About the Network of Centers

A growing number of academic research institutions are focused on exploring a wide range of important issues concerning the future of the Internet and related technologies. Representing diverse disciplines, methodologies, and viewpoints, these institutions have sought to analyze and understand the growing impact of digital technologies on society and share those findings in such ways that serve the public interest. In the process, they grapple with a complex set of topics and issues of national, regional, and global importance, including policy, regulation and governance, human behavior and social impact, new markets and business models, intellectual property, privacy, and security, and many other issues.

Acknowledging a lack of internationally coordinated research and engagement activities in the areas mentioned above, a group of academic centers launched the Network of Internet and Society Research Centers (in the following referred to as “NoC” or “the Network”) in 2012, within an international Symposium on Internet-Driven Developments: Structural Changes and Tipping Points (SCTP), hosted by the Berkman Center for Internet & Society at Harvard University. The Network of Centers a collaborative initiative among academic institutions with a focus on interdisciplinary research on the development, social impact, policy implications, and legal issues concerning the Internet. This collective aims to increase interoperability between participating centers in order to stimulate the creation of new cross-national, cross-disciplinary conversation, debate, teaching, learning, and engagement regarding the most pressing questions around new technologies, social change, and related policy and regulatory developments.

In its first two years, the Network of Centers has been coordinated by Alexander von Humboldt Institute for Internet and Society, which in October 2014 passed the baton of the coordination to the Nexa Center for Internet & Society at Politecnico di Torino. In January 2017, the Institute for Technology and Society of Rio (ITS Rio) undertook the administrative coordination of the Network.

Guiding Principles

In joining the Network, participants commit to a set of Guiding Principles, including a set of core values such as openness, collaboration, and diversity. The Network operates independent from governments, political parties and economic interests and does not take formal positions on policy issues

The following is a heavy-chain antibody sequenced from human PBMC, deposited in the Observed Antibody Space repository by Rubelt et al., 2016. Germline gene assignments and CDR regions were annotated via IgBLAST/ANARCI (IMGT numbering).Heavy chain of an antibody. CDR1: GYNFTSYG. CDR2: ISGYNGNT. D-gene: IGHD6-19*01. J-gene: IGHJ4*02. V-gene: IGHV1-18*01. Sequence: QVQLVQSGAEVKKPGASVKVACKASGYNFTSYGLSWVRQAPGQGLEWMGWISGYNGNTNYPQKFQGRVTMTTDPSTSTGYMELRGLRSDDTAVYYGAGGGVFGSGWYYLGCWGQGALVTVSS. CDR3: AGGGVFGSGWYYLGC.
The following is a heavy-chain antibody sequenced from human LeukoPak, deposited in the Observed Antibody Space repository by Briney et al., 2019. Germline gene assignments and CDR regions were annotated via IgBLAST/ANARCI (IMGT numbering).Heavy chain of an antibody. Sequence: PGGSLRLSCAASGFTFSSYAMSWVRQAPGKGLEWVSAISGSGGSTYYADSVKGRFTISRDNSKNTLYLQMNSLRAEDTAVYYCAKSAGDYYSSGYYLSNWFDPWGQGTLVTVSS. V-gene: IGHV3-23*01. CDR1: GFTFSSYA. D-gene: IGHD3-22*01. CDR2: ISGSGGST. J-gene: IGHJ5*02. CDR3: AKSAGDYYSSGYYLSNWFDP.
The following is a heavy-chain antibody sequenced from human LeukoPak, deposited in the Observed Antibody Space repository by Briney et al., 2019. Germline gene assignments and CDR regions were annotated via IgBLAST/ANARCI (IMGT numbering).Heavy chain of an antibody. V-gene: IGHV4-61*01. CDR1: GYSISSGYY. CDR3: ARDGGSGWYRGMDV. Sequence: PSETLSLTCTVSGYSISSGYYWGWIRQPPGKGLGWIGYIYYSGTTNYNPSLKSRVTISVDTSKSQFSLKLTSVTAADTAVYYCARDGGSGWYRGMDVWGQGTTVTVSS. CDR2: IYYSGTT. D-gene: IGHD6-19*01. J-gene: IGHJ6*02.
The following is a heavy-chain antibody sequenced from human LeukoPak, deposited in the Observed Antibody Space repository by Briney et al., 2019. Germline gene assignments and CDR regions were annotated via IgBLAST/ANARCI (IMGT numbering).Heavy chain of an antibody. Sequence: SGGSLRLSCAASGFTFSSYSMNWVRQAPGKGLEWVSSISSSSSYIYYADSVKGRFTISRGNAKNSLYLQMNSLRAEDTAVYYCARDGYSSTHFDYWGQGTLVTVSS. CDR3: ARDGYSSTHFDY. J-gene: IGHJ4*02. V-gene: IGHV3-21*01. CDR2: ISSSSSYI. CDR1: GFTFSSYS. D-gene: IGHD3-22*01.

The 2017-2018 roadmap addresses the challenges of a growing global network of academic institutions. In a highly connected world, in which public and private choices are shaping every sphere of individual activity, researches on Internet and society are becoming increasingly important to translate and map ahead the changes. One specific challenge addressed in the roadmap is to reflect on how the academia can interact with other stakeholders. What are the objectives, the parameters and the expected outcomes of such interactions? In proposing a framework to deal with this questions, the roadmap also indicates focus areas for cross-disciplinary research, such as artificial intelligence, blockchain and internet blocking.

The 2015-2016 Roadmap outlines the strategy towards enabling actual exchange between Internet & Society researchers across the globe. In fact, in order to serve the public interest, studying Internet & Society topics calls for a deep analysis of ongoing trends of national, regional, and global importance, including policy, regulation and governance. Cross-disciplinary dialogues and, more in general, an advanced coordination of worldwide research endeavors on Internet & Society can help to neutrally inform global debates, so to achieve a clearer understanding of complex and distributed phenomena that pertain to the Internet, its impact, and its evolution.

The 2014 Roadmap outlines proposed next steps regarding the second phase of collaboration among the participants in the Network. It builds upon the first Symposium on “Internet­Driven Developments: Structural Changes and Tipping Points” that took place at Harvard University from December 6­-8, 2012 and has been further developed in the subsequent regional Network conversations and meetings that took place in 2013. These include meetings hosted by ICT Law Institute at Bilgi University, Istanbul, by the Center for Technology & Society at FGV School of Law, Rio de Janeiro, and by the Alexander von Humboldt Institute for Internet and Society (HIIG), Berlin. The Network’s activities in 2014 will scale accordingly with the no ­longer nascent Network, ramping up to include hard research outputs and significant contributions in key policy debates.

The initial year and first phase of development was guided by the NoC's 2013 Roadmap, which outlined a range of enablers such as events, learning calls, or researcher exchanges within the Network. Again, this roadmap fed from the valuable feedback that came out of the Symposium on "Internet-Driven Developments: Structural Changes and Tipping Points" that took place at Harvard University on December 6-8, 2012.